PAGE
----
Setting the Bar Low

A few weeks ago, my boys and I were driving down to see the Rock the Bells concert and, as anticipated, we were stuck in traffic.  Bumper to bumper traffic.  Traffic that had us going at a consistent 5 mph for an hour and a 1/2.  Funny thing was that the traffic wasn’t for our concert, it was for a country music festival one town over.  Yes, you read it right. The slew of cars, pick up trucks and gas guzzling SUVs practically parked on the highway were not for A Tribe Called Quest, Nas, Mos Def or the Cool Kids, but for Kenny Chesney. Who the hell is Kenny Chesney? Just a country singer who’s put out 13 albums, all of which have gone gold or better, has sold out every venue he’s been to and has been to the White House. The White House dog.  They won’t even let your favorite rapper stand outside the White House to take a picture.

So after finally breaking through the highway turned parking lot filled with tons cars that had “Honk If You Love Kenny” written on them and contained women with cowboy hats and bikinis on, we had an open road.  Wide open.  I could’ve swerved from side to side on a four lane highway and not even hit a tumbleweed.  I hope you’re getting the picture, but if not I’ll just say it bluntly.  The crowd going to the Rock the Bells concert was nowhere close to the amount of people heading to see Kenny and Friends.  Not to mention, they party way harder than us. Check this out…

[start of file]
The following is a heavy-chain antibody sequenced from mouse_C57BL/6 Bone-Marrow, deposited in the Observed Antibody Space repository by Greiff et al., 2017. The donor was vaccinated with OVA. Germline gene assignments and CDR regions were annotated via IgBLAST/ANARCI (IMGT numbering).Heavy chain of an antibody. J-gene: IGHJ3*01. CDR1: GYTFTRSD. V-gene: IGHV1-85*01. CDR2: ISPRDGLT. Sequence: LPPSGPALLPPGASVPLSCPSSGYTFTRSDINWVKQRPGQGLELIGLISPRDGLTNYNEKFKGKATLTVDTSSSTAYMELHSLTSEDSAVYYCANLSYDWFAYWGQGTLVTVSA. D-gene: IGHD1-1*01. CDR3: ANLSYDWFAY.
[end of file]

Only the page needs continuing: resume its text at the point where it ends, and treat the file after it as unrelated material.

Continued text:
So I started thinking, what exactly is “doing it big” in the grand scheme of things?  Maybe our perspective’s too small.  Maybe Black America’s bar for success is just a little too low compared to what is considered success for mainstream America.  Why do you say that Seattle?  Well I’m glad you asked.

Hip Hop is Dead, Long Live Kenny Chesney

Besides Kenny Chesney, popular American artists (particularly country and Christian artists) make ridiculous bank compared to successful hip hop artists.  You may not know this.  I know I didn’t.   Rappers may garner a lot of attention from mainstream media, but since when does popularity actually mean you’re getting a check?  Besides, half of the riches we see aren’t real, sorry to break it to you.  Even if they were, chains, cars and houses are not assets.  Businesses, artwork and stocks are. Even the Jigga man knows the deal.  Besides being not being a businessman but a business, man; he’s been known to compare himself to American icons like Frank Sinatra and other popular American artists.  Not even putting himself in the league of other mainstream rappers out right now.  And for good reason, have you listened to the radio lately?  Smh.